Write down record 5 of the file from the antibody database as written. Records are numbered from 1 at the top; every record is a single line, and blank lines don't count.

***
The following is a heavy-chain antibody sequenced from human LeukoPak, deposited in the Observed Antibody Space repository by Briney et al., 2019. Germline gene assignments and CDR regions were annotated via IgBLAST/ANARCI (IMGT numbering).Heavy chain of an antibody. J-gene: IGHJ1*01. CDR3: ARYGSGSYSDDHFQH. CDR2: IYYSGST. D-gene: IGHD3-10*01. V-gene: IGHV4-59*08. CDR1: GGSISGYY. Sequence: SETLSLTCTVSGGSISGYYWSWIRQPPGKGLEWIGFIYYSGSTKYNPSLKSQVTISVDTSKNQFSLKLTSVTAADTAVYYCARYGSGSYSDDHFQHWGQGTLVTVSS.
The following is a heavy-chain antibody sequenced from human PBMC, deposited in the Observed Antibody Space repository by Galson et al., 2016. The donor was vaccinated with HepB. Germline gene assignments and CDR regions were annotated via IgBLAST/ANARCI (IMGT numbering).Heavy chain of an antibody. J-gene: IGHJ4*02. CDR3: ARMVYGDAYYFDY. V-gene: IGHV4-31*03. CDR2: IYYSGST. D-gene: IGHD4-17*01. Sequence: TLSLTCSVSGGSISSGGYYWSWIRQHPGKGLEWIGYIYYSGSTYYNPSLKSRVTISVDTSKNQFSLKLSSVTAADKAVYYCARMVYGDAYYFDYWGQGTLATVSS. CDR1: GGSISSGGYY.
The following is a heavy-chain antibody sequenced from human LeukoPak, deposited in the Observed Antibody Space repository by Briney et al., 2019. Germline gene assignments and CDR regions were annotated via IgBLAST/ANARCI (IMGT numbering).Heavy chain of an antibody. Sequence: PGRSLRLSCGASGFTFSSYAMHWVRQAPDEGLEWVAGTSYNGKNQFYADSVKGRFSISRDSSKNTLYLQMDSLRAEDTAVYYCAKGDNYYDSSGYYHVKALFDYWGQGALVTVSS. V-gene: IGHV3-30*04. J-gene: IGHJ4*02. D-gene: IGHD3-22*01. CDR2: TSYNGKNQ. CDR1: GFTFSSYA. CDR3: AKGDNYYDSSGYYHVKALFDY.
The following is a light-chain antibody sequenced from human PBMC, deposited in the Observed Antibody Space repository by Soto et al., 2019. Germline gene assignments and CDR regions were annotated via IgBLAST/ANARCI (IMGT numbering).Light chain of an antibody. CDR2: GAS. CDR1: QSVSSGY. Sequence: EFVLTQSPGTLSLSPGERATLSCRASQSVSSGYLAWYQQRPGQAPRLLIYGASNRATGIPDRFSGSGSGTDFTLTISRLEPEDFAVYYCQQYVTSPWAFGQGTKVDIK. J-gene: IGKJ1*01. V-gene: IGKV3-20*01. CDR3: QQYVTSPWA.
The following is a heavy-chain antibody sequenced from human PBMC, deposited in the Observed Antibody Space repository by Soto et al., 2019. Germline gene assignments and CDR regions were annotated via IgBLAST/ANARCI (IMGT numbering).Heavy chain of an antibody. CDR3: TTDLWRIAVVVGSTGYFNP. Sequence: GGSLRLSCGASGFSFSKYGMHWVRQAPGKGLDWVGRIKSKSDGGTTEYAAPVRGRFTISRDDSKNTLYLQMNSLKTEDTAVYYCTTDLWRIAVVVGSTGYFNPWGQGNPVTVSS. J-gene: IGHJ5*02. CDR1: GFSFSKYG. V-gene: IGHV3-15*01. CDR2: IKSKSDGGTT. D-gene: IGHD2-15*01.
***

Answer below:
The following is a heavy-chain antibody sequenced from human PBMC, deposited in the Observed Antibody Space repository by Soto et al., 2019. Germline gene assignments and CDR regions were annotated via IgBLAST/ANARCI (IMGT numbering).Heavy chain of an antibody. CDR3: TTDLWRIAVVVGSTGYFNP. Sequence: GGSLRLSCGASGFSFSKYGMHWVRQAPGKGLDWVGRIKSKSDGGTTEYAAPVRGRFTISRDDSKNTLYLQMNSLKTEDTAVYYCTTDLWRIAVVVGSTGYFNPWGQGNPVTVSS. J-gene: IGHJ5*02. CDR1: GFSFSKYG. V-gene: IGHV3-15*01. CDR2: IKSKSDGGTT. D-gene: IGHD2-15*01.